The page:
Snowstorms and hurricanes, thunderstorms and fog. Bad weather is by far the biggest source of flight delays in the United States, according to the Federal Aviation Administration.
While you can’t control Mother Nature, smart planning can reduce your risk of having to sleep in a terminal. Try these six tips the next time a bad forecast is looming over your much-needed getaway:
1. Sniff out delays before anyone else.
Don’t stayed checked-out until it’s time to check in. Besides signing up for your airline’s flight alerts, there are several ways to know if you’re in danger of a delay. To get a current snapshot of what’s happening at your airports, visit the FAA’s Flight Delay Information page. It won’t provide the status of your specific flight, but it will tell you if, say, flights from LaGuardia to San Francisco are facing hours-long weather delays.
Use apps such as FlightView or FlightRadar24 to see if your specific plane is running late from its previous assignment. Query Google with your flight number; its machine-learning algorithms have gotten especially good at combining data from multiple sources to predict delays before the airlines get in touch.
And keep an eye on the forecast, of course. If any of these modes of recon give you pause, contact your airline immediately to get ahead of the pack.
2. Avoid change fees.
If adverse weather is predicted to strike on the day of your flight, see if you can avoid it by preemptively changing your plans, whether this means leaving a day early, shifting from a late-night to an early-morning departure, or rerouting your connection. Airlines are inclined to help you do this, as it alleviates the crush of passengers that need to be rebooked if and when a real storm strikes. But before you pick up the phone, research your options and get a sense of what types of fees might be incurred.
If change fees apply to your fare, ask nicely if they can be waived — make your case by mentioning that you’re helping them avoid a potential problem. Want to cancel altogether? Ask for a flight credit rather than a refund to maximize your odds of success. Then tackle your hotel reservation; cancellation and rebooking policies tend to be more flexible so long as you’re getting in touch more than 24 hours ahead of check-in.
3. Have the right insurance.
Airlines have no obligation to compensate you in the event of a weather delay or cancellation —so they won’t. But good travel insurance will compensate you if bad weather sinks your trip.
No , we’re not talking about the pointless plans that Expedia and Orbitz tell you to buy once you’ve purchased your flight; these options are more focused on what you need, and are far more likely to deliver a payout. For instance, Berkshire Hathaway’s AirCare specifically insures your flight: It pays flat fees for different kinds of disruptions, starting at $50 for a simple, two-hour delay. Prices start at $26 for domestic round-trip flights; you can buy it up to an hour before the flight, as long as you haven’t already been notified of a delay or cancellation.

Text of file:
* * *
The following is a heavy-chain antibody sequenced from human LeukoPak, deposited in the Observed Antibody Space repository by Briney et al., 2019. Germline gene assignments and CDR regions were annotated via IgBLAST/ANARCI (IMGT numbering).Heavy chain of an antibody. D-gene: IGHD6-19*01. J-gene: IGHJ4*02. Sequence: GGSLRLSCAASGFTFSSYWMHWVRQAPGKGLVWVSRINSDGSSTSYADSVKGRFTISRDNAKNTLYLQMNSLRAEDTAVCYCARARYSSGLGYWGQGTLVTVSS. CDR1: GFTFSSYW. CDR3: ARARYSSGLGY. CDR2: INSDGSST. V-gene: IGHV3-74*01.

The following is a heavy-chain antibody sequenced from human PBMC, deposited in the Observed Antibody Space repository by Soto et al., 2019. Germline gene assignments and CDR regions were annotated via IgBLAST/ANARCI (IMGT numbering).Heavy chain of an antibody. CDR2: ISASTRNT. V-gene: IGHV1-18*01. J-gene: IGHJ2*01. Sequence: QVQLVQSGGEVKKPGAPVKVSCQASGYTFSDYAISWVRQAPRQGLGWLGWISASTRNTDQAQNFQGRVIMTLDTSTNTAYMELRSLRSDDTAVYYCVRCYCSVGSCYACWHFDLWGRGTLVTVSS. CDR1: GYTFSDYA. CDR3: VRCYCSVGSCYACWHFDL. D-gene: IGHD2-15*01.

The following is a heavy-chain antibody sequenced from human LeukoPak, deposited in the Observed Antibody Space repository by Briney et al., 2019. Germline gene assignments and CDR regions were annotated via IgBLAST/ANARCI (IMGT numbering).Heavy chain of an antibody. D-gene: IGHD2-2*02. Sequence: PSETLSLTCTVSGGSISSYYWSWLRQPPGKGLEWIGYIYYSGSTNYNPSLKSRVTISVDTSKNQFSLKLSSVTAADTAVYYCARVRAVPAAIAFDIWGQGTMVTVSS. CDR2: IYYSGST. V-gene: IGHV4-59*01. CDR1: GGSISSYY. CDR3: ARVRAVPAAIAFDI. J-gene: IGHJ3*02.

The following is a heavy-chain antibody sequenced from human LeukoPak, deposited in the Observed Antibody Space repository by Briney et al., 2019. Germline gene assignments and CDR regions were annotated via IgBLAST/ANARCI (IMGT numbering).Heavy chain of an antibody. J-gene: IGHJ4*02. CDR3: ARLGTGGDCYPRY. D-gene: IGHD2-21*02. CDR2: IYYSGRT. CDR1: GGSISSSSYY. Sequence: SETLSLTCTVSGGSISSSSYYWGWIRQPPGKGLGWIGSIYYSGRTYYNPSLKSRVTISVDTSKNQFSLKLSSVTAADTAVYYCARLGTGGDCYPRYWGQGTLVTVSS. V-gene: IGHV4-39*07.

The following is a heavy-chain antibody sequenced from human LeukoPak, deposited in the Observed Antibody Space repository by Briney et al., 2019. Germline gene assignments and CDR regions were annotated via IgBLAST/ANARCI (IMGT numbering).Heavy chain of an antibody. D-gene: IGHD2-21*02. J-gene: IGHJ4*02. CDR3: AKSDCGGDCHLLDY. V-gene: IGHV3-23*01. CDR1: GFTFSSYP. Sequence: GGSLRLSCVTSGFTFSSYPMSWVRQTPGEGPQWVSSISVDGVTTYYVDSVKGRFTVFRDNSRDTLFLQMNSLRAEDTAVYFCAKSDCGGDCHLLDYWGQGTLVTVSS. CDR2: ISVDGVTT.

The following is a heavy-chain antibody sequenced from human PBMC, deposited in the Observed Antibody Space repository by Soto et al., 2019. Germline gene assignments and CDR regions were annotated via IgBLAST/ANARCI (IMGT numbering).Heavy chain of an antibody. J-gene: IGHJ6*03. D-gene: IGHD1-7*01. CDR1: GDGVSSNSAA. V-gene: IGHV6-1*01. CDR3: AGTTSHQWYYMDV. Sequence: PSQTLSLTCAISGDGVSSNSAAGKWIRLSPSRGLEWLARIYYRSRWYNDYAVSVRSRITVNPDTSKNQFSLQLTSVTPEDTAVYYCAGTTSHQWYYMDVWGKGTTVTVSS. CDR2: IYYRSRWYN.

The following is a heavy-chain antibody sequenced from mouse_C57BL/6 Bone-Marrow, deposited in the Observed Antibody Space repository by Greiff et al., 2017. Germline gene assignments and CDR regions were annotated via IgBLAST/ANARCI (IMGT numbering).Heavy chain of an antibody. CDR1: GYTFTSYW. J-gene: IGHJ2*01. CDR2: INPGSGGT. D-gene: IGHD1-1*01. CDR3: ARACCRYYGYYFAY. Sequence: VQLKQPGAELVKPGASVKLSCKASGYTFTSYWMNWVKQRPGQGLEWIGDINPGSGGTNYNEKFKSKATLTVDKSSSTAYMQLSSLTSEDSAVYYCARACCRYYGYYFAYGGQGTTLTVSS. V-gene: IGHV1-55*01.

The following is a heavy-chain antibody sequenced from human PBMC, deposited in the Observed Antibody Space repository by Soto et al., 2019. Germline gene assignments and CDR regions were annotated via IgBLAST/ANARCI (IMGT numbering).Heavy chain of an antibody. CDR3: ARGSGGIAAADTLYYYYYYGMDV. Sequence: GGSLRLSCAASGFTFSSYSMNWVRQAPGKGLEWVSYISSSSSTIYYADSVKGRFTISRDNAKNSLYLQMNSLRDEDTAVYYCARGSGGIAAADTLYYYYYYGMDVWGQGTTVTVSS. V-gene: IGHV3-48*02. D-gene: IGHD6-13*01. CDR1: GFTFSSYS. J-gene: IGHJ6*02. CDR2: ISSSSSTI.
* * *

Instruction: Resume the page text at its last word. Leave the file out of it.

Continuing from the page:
If the priority is getting to your destination, Freebird can make it happen (for a small fee). In the event of cancelation, significant delay, or missed connection, it lets you quickly find and book another flight for no additional charge and without waiting in customer-support queues. Coverage starts at $19 for a one-way domestic trip.
Some credit cards, including the Chase Sapphire Preferred and the Citi Prestige, also provide travel insurance at no additional cost. They will reimburse you for long delays, cancellations, and luggage problems — as long as you paid for the flight with the card.
4. Carry your essentials.
Think an overnight delay is bad? An overnight delay without your toothbrush is worse. Pack a change of clothes, medication, and any other must-have items in your carry-on bag, in case you get stuck sans luggage.
5. Put more power in the palm of your hand.
By the time your trip goes cockeyed and you can’t get a signal in the terminal, it’s too late to download the apps that can rescue you from airport hell. Instead, download them before you pack your bags. Your airline’s app can be surprisingly helpful; some let you rebook flights, instead of having to wait on line or on hold. Add the carrier’s customer-support line to your phone contacts.
LoungeBuddy can help you get day passes to the nearest airport lounge, where the Wi-Fi signal may be stronger and coffee is sure to flow. And HotelTonight, a one-stop app for booking last-minute hotel rooms, can help you compare and book options near the airport (along with better ones that aren’t too far away).
If you’re in Europe, you have further recourse once you’ve exhausted everything else: File a claim with AirHelp, which will litigate on your behalf if it determines that favorable EU passenger-rights laws are on your side. It’s free to use and takes only a small commission if it wins you a settlement.
6. Have a backup plan.
If you think you might get stuck away from home, check in advance whether your hotel can let you stay an extra night. Could a rental car get you where you need to go? If so, book one you can cancel free of charge. How about the train? Having a plan B won’t prevent delays, but it can make them much less stressful.